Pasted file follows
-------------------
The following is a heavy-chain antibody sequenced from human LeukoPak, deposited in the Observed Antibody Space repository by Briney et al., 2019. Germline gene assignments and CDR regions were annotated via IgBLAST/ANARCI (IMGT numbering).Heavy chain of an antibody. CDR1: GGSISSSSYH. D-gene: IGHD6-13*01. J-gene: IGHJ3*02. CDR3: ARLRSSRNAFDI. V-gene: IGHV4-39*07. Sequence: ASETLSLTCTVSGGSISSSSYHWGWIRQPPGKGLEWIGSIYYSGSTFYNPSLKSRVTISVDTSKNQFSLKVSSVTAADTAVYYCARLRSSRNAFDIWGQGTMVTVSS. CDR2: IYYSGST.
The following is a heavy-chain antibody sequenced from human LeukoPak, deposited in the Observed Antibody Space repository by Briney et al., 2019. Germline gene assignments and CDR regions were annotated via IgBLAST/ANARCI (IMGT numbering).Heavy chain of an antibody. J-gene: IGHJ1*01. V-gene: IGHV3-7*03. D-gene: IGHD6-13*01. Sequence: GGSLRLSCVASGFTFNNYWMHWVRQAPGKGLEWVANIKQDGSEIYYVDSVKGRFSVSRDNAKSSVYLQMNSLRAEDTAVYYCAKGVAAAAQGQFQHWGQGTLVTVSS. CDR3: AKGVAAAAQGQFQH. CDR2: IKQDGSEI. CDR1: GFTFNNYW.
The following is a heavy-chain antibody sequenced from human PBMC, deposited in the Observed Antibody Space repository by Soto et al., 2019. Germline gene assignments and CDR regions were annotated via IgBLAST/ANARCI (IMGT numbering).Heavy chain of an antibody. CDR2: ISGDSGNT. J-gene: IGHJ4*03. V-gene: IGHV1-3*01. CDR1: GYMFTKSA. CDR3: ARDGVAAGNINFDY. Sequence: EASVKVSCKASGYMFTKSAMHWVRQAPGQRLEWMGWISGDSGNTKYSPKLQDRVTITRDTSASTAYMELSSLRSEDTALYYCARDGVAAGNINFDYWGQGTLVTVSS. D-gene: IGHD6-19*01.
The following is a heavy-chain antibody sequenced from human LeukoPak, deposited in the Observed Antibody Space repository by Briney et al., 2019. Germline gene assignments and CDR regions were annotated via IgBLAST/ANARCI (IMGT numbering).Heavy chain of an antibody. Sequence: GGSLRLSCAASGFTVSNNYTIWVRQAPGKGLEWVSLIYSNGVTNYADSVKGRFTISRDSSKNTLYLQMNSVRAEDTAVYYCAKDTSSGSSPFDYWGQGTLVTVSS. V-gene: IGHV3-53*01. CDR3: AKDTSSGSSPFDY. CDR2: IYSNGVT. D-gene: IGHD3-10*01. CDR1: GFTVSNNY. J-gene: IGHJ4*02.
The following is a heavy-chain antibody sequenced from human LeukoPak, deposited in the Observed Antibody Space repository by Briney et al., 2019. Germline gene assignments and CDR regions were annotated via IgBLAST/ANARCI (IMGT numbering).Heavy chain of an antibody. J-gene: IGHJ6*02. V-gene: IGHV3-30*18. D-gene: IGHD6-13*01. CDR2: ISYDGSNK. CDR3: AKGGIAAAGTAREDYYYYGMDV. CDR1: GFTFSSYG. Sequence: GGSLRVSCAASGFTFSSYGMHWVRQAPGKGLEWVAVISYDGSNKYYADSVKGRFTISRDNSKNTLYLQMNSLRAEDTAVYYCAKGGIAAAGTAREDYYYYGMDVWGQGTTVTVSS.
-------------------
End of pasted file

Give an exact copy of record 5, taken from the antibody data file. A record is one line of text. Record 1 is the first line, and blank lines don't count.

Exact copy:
The following is a heavy-chain antibody sequenced from human LeukoPak, deposited in the Observed Antibody Space repository by Briney et al., 2019. Germline gene assignments and CDR regions were annotated via IgBLAST/ANARCI (IMGT numbering).Heavy chain of an antibody. J-gene: IGHJ6*02. V-gene: IGHV3-30*18. D-gene: IGHD6-13*01. CDR2: ISYDGSNK. CDR3: AKGGIAAAGTAREDYYYYGMDV. CDR1: GFTFSSYG. Sequence: GGSLRVSCAASGFTFSSYGMHWVRQAPGKGLEWVAVISYDGSNKYYADSVKGRFTISRDNSKNTLYLQMNSLRAEDTAVYYCAKGGIAAAGTAREDYYYYGMDVWGQGTTVTVSS.